It’s Tradeshow Time…But Is The Paddlesports Industry Going? – SGB Media

it’s-tradeshow-time…but-is-the-paddlesports-industry-going?-–-sgb-media

As you well know !

Two of summertime’s biggest tradeshows for paddlesports are just around the corner, The Big Gear Show and Outdoor Retailer Summer Market, with iCAST at the end of July. But after a hard-fought year during the pandemic and a changing tradeshow landscape, is the industry, and are retailers attending? To find out, SGB Executive takes a look at all three.
When the Big Gear Show, postponed after canceling its inaugural event last year, comes to Deer Valley, UT, August 3-5, it will do so with an eye not only for the bike and outdoor industry but also paddlesports. Much of this stems from its co-founders’ history. Darren Bush owns the Rutabaga retail store in Madison, WI, and hosts its annual Canoecopia consumer show, and Sutton Bacon is the former president of the Nantahala Outdoor Center. Both also co-founded the now-defunct Paddlesport Retailer tradeshow, most recently held in Oklahoma City.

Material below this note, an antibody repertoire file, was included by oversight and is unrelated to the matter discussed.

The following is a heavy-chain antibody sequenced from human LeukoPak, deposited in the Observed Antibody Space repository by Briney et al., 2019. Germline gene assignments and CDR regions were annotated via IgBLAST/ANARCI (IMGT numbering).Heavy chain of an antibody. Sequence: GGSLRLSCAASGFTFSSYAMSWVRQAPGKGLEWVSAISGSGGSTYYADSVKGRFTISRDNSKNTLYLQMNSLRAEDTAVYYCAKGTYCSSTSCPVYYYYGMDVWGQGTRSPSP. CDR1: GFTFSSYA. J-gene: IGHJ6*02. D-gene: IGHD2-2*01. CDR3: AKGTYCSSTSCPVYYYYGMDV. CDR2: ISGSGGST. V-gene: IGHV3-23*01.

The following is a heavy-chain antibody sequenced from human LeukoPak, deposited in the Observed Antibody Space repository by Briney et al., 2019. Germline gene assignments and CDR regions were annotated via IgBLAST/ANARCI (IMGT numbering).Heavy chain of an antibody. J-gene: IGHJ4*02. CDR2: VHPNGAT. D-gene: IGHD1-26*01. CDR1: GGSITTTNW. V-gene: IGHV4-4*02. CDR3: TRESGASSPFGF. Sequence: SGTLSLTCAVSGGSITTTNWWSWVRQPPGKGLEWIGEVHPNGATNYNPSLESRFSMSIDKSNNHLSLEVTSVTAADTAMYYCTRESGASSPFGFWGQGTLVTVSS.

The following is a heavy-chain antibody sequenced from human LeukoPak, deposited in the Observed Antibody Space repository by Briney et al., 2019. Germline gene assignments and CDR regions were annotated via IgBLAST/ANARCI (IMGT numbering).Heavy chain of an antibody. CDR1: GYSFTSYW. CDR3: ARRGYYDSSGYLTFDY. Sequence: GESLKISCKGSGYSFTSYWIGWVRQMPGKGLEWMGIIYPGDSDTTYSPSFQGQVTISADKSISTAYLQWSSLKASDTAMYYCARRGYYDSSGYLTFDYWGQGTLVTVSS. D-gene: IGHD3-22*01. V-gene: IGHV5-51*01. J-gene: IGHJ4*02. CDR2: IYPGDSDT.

Formulated even before the pandemic hit, their idea for the Big Gear Show centered around outside instead of indoors, including letting retailers test gear where it’s meant to be used: bikes on adjacent trails and boats on a lake next to exhibitors booths.
“Everyone’s super enthusiastic and loves the concept,” said Bacon. “Things are going as well as can be expected during an unprecedented time in paddlesports.”
A year and a half ago, he said, factories were closed. Now companies are busier than ever, demand has never been higher, and inventory has never been lower. And while exhibitors might not necessarily show as much new product as they have in the past, the show’s important for much-needed face time.